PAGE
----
Sipo Elijah Mzimela was born on 19 June 1935, in Durban, Natal (now kwaZulu-Natal) to Allison and Maria Mzimela.
The entire family was raised as Anglicans and as a child, he wanted to become a priest. He obtained a degree from the University of South Africa that enabled him to teach.
He joined the African National Congress (ANC) and became involved in political protest against Apartheid. He left South Africa in 1962 and went into exile to several African countries, Czechoslovakia and Germany.
While living in Germany he married his first wife, Esther, and they had two daughters, Nomusa and Lindiwe.
Eventually Mzimela moved to the United States to study for his Master of Divinity degree at the General Theological Seminary. After being ordained as an Episcopal priest in 1976, he obtained a PhD in Ethics at New York University. He eventually settled in Atlanta and became an assisting priest at St. Bartholomew’s Episcopal Church.
Mzimela had a beautiful singing voice and he even cut a record in 1978, co-produced with Abdullah Ibrahim, titled Liberation: Freedom Songs .
He served at churches in New York and New Jersey and then the Episcopal Church sent him to teach at St. Paul’s Theological College in Kenya.
When he returned to the United States in 1986, he founded the South Africa Education Fund to help educate South African students. He also served as an associate priest at St. Bartholomew’s in Atlanta.
In 1989, while living in Atlanta, he divorced and married his second wife, Gail DeCosta, and became stepfather to her daughter, Julia.
He lived in New York for 10 years and served as the ANC representative to the United Nations.
In 1990, Mzimela returned to South Africa after 29 years in exile and much to his family’s surprise, suddenly joined the Inkatha Freedom Party (IFP).
The IFP’s Constitution was amended in 1995 so that he could be appointed as the IFP’s national deputy chair. This put him directly in the line of succession to the national chair, Frank Mdlalose.
He participated in the drafting of the first constitution for a democratic South Africa. After the elections, Mzimela was appointed Minister of Correctional Services in the South African government of national unity under Nelson Mandela, from 1994 to 1998.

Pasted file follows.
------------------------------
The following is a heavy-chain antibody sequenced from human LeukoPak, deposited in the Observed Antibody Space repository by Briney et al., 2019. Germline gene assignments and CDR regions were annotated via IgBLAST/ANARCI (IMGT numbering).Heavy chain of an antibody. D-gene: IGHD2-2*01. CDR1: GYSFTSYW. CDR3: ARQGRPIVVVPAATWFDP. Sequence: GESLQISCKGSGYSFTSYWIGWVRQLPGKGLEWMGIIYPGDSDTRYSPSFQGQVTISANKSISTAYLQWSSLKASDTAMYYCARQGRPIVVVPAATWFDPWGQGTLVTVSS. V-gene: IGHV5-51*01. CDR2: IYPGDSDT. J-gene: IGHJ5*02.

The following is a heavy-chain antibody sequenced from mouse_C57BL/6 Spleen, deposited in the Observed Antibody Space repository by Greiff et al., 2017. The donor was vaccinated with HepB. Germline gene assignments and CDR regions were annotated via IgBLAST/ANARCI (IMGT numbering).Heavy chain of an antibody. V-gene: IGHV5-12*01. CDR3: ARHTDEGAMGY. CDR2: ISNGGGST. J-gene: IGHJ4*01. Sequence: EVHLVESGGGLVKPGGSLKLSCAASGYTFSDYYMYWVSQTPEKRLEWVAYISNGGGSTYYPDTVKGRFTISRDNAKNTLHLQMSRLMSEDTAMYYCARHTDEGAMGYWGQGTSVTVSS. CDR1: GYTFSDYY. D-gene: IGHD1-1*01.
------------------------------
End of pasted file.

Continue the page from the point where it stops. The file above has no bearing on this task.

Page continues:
It was under Mzimela’s direction that Robben Island, the primary political prison in South Africa, was closed. He also advocated for an instituted juvenile correctional facilities to protect incarcerated children from adult inmates.
However, following a spectacular falling-out with IFP leader Chief Mangosuthu Buthelezi, Mzimela was expelled from the IFP in 1999.
An IFP disciplinary hearing, held in Cape Town, found Mzimela guilty of bringing the party into disrepute. Mzimela continued in parliament, briefly as a United Democratic Movement representative, until he officially retired from politics in 2001.
Mzimela moved back to Atlanta, USA in 2002, where he served as an associate priest at St Bartholomew’s Church. He also taught in the Religious Studies Department at Agnes Scott College in Atlanta. He authored three books, Apartheid: South African Nazism, Wither South Africa and Marching to Slavery.
In 2006, he opened a craft shop in Atlanta called Pambili African Artworks, importing South African-made arts and crafts to sell in Atlanta.
Mzimela faced a lifelong struggle with diabetes, which led to the amputation of his leg in 2000 and numerous other health challenges. Sipo Elijah Mzimela, died on 2 February 2013 at Odyssey Hospice in Decatur (Atlanta), Georgia.
He is survived by his wife, Gail, sisters, Josephine and Brigid, daughters, Nomusa and Lindiwe, stepdaughter, Julia, granddaughter, Kanyisile, seven grandsons, nieces, nephews, and many other relatives and friends.